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Part 1: Graduate Education at the iSchool

Welcome

Welcome to the School of Information Studies (iSchool) at Syracuse University (SU). This student handbook is designed primarily for both full-time and part-time campus students, and should serve as an advising guide for those pursuing the graduate program of study for the Master of Science in Information Management (M.S.I.M.) degree at the Syracuse University iSchool. While the handbook covers some aspects of the program for online students, they should consult with their online student support advisors on specific questions in regards to admissions, course selection and sequence, and registration. This handbook covers academic and administrative policies and requirements that all graduate students must follow and is current as of August 2020. Please consult the other resources linked throughout this handbook for additional information.

The information concerning academic requirements, courses, and programs of study contained in this student handbook does not constitute an irrevocable contract between the student and the iSchool. The iSchool reserves the right to change, discontinue, or add academic requirements, courses, and programs of study. Such changes may be made without notice, although every effort will be made to provide timely notice to students. It is the responsibility of the individual student to confirm that all appropriate degree requirements are met.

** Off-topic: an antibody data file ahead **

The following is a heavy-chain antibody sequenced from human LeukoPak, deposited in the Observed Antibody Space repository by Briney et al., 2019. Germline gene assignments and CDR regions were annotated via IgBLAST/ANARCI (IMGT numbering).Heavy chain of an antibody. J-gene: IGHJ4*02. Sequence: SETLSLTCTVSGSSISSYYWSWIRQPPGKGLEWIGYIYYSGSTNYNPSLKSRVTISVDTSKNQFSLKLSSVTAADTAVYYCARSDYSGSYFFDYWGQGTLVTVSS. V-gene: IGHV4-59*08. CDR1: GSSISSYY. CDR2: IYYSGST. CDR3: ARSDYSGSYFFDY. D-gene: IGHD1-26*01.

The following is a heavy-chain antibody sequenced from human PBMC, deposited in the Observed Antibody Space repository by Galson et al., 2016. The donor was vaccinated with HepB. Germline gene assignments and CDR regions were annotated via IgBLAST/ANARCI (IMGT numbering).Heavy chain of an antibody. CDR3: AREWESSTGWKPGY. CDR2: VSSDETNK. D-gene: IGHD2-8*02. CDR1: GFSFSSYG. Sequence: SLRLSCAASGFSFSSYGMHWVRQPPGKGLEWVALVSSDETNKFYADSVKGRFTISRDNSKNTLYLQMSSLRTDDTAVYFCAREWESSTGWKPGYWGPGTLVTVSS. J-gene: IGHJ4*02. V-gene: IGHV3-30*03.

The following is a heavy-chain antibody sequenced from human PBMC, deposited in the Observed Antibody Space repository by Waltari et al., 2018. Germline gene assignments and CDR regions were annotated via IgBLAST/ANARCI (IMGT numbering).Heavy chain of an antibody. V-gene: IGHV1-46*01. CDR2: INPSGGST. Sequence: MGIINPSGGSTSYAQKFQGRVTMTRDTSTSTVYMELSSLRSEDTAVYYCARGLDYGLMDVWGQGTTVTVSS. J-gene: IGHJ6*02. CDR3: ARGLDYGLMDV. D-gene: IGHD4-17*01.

About the iSchool

The iSchool is one of several schools at SU and has a unique blend of programs. Each program has a director, requirements, and matriculated students. The faculty and the courses in the iSchool, however, are not divided into traditional departments. This means that in your experience as an M.S.I.M. student there will be many courses in which your classmates will represent a mix of M.S.I.M. students and students from other degree programs. Although some courses are more clearly geared to one program or another, students are free to design a program of study with their own goals in mind, provided the basic requirements of the M.S.I.M. program are met.